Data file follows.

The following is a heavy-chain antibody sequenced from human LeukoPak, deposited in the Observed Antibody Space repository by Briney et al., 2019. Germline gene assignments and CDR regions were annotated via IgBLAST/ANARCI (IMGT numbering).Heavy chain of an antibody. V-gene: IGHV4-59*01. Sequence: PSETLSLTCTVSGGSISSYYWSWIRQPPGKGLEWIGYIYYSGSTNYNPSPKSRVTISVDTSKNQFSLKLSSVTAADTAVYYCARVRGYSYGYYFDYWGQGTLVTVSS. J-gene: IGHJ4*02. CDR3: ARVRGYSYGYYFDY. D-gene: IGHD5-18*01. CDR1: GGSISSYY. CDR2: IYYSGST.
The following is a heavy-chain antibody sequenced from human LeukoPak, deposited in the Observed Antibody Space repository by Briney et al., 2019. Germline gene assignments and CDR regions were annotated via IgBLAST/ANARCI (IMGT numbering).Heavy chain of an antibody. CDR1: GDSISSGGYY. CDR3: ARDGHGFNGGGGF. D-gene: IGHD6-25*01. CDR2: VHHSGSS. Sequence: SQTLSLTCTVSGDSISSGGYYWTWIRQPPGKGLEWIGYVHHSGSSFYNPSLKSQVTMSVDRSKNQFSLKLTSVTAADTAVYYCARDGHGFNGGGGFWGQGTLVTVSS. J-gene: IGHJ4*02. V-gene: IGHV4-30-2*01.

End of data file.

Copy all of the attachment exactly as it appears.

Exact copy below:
The following is a heavy-chain antibody sequenced from human LeukoPak, deposited in the Observed Antibody Space repository by Briney et al., 2019. Germline gene assignments and CDR regions were annotated via IgBLAST/ANARCI (IMGT numbering).Heavy chain of an antibody. V-gene: IGHV4-59*01. Sequence: PSETLSLTCTVSGGSISSYYWSWIRQPPGKGLEWIGYIYYSGSTNYNPSPKSRVTISVDTSKNQFSLKLSSVTAADTAVYYCARVRGYSYGYYFDYWGQGTLVTVSS. J-gene: IGHJ4*02. CDR3: ARVRGYSYGYYFDY. D-gene: IGHD5-18*01. CDR1: GGSISSYY. CDR2: IYYSGST.
The following is a heavy-chain antibody sequenced from human LeukoPak, deposited in the Observed Antibody Space repository by Briney et al., 2019. Germline gene assignments and CDR regions were annotated via IgBLAST/ANARCI (IMGT numbering).Heavy chain of an antibody. CDR1: GDSISSGGYY. CDR3: ARDGHGFNGGGGF. D-gene: IGHD6-25*01. CDR2: VHHSGSS. Sequence: SQTLSLTCTVSGDSISSGGYYWTWIRQPPGKGLEWIGYVHHSGSSFYNPSLKSQVTMSVDRSKNQFSLKLTSVTAADTAVYYCARDGHGFNGGGGFWGQGTLVTVSS. J-gene: IGHJ4*02. V-gene: IGHV4-30-2*01.